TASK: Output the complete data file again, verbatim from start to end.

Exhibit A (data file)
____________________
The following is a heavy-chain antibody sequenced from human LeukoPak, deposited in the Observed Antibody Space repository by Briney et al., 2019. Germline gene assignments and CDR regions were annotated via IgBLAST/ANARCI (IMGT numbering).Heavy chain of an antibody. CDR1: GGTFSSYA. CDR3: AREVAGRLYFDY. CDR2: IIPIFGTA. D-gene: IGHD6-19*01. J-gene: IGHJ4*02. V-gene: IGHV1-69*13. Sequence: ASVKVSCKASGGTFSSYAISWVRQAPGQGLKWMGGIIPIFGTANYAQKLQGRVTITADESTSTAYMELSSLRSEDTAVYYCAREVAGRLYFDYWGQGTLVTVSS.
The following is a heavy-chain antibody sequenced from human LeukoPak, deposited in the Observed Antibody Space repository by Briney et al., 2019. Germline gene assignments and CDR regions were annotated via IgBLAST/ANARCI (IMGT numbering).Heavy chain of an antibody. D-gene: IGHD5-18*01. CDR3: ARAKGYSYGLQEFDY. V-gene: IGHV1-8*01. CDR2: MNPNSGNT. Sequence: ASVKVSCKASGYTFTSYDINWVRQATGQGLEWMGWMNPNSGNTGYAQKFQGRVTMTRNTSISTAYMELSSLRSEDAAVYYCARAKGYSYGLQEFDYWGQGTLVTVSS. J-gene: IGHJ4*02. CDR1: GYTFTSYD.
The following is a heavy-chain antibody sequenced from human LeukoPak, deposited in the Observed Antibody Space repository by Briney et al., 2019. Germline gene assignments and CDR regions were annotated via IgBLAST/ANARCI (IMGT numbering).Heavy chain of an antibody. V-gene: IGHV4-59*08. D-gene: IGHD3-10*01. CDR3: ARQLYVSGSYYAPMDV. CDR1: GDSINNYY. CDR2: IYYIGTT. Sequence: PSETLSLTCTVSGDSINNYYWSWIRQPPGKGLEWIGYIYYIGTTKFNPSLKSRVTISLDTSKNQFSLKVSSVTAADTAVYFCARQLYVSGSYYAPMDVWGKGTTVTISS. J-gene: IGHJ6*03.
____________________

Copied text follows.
The following is a heavy-chain antibody sequenced from human LeukoPak, deposited in the Observed Antibody Space repository by Briney et al., 2019. Germline gene assignments and CDR regions were annotated via IgBLAST/ANARCI (IMGT numbering).Heavy chain of an antibody. CDR1: GGTFSSYA. CDR3: AREVAGRLYFDY. CDR2: IIPIFGTA. D-gene: IGHD6-19*01. J-gene: IGHJ4*02. V-gene: IGHV1-69*13. Sequence: ASVKVSCKASGGTFSSYAISWVRQAPGQGLKWMGGIIPIFGTANYAQKLQGRVTITADESTSTAYMELSSLRSEDTAVYYCAREVAGRLYFDYWGQGTLVTVSS.
The following is a heavy-chain antibody sequenced from human LeukoPak, deposited in the Observed Antibody Space repository by Briney et al., 2019. Germline gene assignments and CDR regions were annotated via IgBLAST/ANARCI (IMGT numbering).Heavy chain of an antibody. D-gene: IGHD5-18*01. CDR3: ARAKGYSYGLQEFDY. V-gene: IGHV1-8*01. CDR2: MNPNSGNT. Sequence: ASVKVSCKASGYTFTSYDINWVRQATGQGLEWMGWMNPNSGNTGYAQKFQGRVTMTRNTSISTAYMELSSLRSEDAAVYYCARAKGYSYGLQEFDYWGQGTLVTVSS. J-gene: IGHJ4*02. CDR1: GYTFTSYD.
The following is a heavy-chain antibody sequenced from human LeukoPak, deposited in the Observed Antibody Space repository by Briney et al., 2019. Germline gene assignments and CDR regions were annotated via IgBLAST/ANARCI (IMGT numbering).Heavy chain of an antibody. V-gene: IGHV4-59*08. D-gene: IGHD3-10*01. CDR3: ARQLYVSGSYYAPMDV. CDR1: GDSINNYY. CDR2: IYYIGTT. Sequence: PSETLSLTCTVSGDSINNYYWSWIRQPPGKGLEWIGYIYYIGTTKFNPSLKSRVTISLDTSKNQFSLKVSSVTAADTAVYFCARQLYVSGSYYAPMDVWGKGTTVTISS. J-gene: IGHJ6*03.